Search the Community
Showing results for tags 'tying a nymph'.
Found 2 results
The copper John really does not mimic many species of aquatic bugs. In fact, it doesn't really resemble any of them. I guess one could say it somewhat looks like a dragonfly nymph, maybe even a stonefly. But that is a very abstract representation. However, even though its not an identical representation of any specific food that trout or other fish target in a river or lake, that doesn't mean it won't catch fish. In fact, despite it looking like no organic life, it catches fish very well, in fact sometimes better than hyper realistic flies. Part of this could be due to the curiosity of trout, sunfish, or bass, but another part could be to how this thing fishes. It is very heavy, and possibly catches more fish because it can get down quicker to where the fish are. Another reason is that it is very visible in the water, with its bright copper abdomen, and flash back thorax. Especially helpful when fishing stained water. No matter the reason of why this fly is effective though, because it just is. That being said, it is not the easiest fly in the world to tie, but once you get the hang of it, they can be tied rather easily and quickly. And no one can argue the fact that it is fun to tie.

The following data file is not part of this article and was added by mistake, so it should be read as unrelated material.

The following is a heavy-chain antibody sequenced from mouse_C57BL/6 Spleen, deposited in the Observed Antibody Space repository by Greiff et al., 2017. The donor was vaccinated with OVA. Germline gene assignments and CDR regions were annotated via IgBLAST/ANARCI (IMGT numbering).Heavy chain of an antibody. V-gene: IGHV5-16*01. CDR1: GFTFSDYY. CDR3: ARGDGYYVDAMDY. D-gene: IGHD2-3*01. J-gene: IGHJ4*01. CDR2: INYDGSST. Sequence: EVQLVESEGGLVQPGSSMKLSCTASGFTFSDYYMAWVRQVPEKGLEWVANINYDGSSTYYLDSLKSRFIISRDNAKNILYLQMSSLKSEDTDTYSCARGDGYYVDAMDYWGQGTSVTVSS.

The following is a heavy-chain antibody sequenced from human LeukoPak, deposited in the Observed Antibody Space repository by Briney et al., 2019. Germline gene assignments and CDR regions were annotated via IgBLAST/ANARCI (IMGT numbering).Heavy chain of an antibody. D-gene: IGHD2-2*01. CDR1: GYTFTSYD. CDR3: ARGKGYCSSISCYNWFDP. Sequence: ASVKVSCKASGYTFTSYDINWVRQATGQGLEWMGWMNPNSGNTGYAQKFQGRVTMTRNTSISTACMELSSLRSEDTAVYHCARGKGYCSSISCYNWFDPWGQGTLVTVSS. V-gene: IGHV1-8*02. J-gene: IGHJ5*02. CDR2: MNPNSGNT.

The Frenchie is commonly tied on a jig hook, and usually fished by euro nymphing style. However the same fly can be tied on a traditional nymph hook and is also quite effective fished under an indicator as well. In fact, I had some great luck with this fly on my last trip to the Animas. I tie these small for my local rivers, but you can tie them much larger if you want. The materials I used... Hook: TMC 3761 on size 16 Thread: Veevus 10/0 in Red Bead: 2.8mm Gold Tungsten Bead Weight: .010 lead wire Tail/body: Pheasant Tail Fibers Ribbing: UTC Small Gold Wire Collar: UV Shrimp Pink Ice Dub Glue: Hard as Hull Head Cement